As a child I always assumed that boys and girls were the same. The only difference was that girls got dolls for toys and boys got cars. I, however, wasn’t interested in playing house and chose cars over dolls.

Then I started pre-school, and that’s where I came to understand that boys and girls were not the same at all. I had to wear a dress whereas boys wore pants and shirts to school. My mother never talked to me about the differences between boys and girls; I had to discover that on my own. This discovery made me ask questions. I wanted to know where babies came from, why my private parts were different from my cousin’s (who was a boy). I was only getting to know my own body by that time. Then one day, after I had asked one too many questions about gender and genitals, my mother sat me down. I saw that she was uncomfortable at the prospect of giving me answers to my questions although we had always had an open relationship ever since I could formulate full sentences.

Then she said, “Uhm… you see my girl… there is a reason why you have a vagina and your cousin a penis, that’s what the different genitals are called.” She then took a deep breath while I waited in anticipation for her to continue. “You are a girl, therefore you have a vagina and your cousin is a boy therefore he has a penis.” I giggled at the sound of the genital names because I had heard them on TV before. My mom laughed too, but I don’t believe it’s because she found it funny, more that she was trying to get comfortable with having the “talk” with me.

Talking to my mother, I started understanding the concept of different genders, the difference between a boy and a girl. And when I got my period I didn’t think that something was wrong with me, as my mom had told me what it was and that it would happen. She had told me what precautions to take and what to do. It’s something so simple to some people, but just imagine how many girls actually feel like there is something wrong with them when it happens. Today I’m happy that my mom had that talk with me, and believe me as uncomfortable as it was for her, she is too.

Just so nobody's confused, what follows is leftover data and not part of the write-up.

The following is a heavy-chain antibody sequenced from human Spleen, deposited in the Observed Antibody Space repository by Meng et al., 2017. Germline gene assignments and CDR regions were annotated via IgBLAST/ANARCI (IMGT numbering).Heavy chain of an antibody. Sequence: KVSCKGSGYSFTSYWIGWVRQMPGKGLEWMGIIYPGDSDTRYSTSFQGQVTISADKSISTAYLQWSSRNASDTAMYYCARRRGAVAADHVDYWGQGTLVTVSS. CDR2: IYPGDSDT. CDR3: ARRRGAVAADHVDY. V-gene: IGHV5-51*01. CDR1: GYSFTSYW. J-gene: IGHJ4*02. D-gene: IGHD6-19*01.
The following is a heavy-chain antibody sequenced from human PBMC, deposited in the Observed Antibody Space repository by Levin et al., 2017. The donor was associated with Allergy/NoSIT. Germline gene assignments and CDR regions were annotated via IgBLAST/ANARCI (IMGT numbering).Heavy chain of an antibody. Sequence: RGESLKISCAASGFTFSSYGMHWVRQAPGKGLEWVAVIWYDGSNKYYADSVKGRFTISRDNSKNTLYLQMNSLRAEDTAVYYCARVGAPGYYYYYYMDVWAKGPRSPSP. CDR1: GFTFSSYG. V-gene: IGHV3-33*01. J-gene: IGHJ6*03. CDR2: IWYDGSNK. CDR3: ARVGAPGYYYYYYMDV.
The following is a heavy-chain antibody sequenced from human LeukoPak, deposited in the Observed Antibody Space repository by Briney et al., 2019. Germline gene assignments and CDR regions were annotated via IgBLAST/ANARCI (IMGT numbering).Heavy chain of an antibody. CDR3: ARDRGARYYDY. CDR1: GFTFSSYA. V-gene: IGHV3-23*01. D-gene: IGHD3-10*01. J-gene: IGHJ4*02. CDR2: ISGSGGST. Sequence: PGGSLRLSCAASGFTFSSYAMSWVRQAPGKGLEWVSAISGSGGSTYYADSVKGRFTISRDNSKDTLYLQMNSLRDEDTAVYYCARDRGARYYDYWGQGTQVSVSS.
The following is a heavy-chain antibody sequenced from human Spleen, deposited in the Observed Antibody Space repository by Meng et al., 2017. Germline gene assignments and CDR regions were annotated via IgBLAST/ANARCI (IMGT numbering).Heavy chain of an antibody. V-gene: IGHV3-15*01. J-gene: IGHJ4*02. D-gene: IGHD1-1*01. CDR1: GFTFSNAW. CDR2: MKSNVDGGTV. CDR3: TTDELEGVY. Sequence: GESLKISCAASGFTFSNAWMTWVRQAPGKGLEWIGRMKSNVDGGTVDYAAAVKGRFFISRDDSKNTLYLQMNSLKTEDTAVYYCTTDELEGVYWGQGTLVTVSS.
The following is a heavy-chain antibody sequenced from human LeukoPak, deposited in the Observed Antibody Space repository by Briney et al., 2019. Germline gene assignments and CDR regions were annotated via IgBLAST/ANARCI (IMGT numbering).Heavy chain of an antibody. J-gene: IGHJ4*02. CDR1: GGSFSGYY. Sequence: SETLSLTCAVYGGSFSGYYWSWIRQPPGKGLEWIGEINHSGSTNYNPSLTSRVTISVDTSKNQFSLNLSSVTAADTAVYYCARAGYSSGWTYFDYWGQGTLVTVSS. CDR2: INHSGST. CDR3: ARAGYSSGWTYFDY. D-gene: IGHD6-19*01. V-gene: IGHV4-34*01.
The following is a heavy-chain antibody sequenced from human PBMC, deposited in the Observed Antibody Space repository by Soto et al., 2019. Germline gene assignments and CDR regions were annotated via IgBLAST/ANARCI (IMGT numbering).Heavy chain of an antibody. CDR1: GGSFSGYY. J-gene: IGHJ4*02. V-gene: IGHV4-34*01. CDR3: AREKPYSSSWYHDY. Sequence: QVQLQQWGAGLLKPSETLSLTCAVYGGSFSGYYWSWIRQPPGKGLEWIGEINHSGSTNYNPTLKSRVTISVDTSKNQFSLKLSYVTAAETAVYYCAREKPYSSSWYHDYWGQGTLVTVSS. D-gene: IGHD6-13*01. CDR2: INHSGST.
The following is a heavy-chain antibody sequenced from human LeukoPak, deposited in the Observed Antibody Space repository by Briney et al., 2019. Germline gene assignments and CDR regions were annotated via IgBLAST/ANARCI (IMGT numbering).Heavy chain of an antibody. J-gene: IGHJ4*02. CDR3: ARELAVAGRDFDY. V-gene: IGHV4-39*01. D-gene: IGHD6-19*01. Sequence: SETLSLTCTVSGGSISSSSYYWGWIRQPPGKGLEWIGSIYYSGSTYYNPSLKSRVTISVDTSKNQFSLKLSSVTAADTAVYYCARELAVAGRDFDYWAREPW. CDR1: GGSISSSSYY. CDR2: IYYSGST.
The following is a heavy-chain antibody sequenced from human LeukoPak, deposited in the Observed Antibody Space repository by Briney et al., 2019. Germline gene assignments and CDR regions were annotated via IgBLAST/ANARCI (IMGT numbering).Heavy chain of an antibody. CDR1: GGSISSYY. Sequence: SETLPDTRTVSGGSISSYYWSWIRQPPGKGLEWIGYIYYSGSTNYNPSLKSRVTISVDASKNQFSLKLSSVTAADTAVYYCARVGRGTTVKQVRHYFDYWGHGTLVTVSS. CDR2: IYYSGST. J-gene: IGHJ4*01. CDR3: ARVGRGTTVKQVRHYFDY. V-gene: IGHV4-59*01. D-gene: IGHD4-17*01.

It is often expected that kids should be taught about sex and gender at school, which they do, but at school sex-education is academic, whereas talking about it at home is more personalised, and the child is not ashamed, scared or embarrassed to ask questions. I believe that parents should have “the talk” with their kids while they’re still young, so that they grow up knowing the differences of gender and what’s allowed and not allowed when it comes to their bodies and private parts. My mom having that talk with me when I was six-years-old made me feel confident to ask questions in the Life Orientation class at school. And when other learners laughed at me for asking the questions I did, I didn’t feel like a freak, because I understood the basics of sex and gender and only wanted to know more.

I know that it is shunned upon in different cultures and religions to talk to your children about sex, but just imagine how many unplanned teen pregnancies could have been avoided if parents had the sex talk with their children. I know many girls that I grew up with who didn’t even know about the various kinds of contraceptions that clinics offer women and girls. They were ashamed and embarrassed to visit a clinic, as older community members would think that they were sleeping around. So because adults in my community didn’t talk to their children about sex, it was difficult for children to question or talk about sex. Therefore trying to avoid embarrassment and ridicule, they fell pregnant.

Yes, some parents say that, “His/her friends at school are there if he/she wants to know more about sex,” but that’s the wrong perception because those friends are the same age as him/her and probably know next to nothing about the subject too. We live in the 21st century and even if some parents are not as liberal as others, I still believe that that talk should happen. Preferably before the children start school. It helps to develop children’s confidence and parents’ peace of mind.

Did your parents have the talk with you, if so how did it help?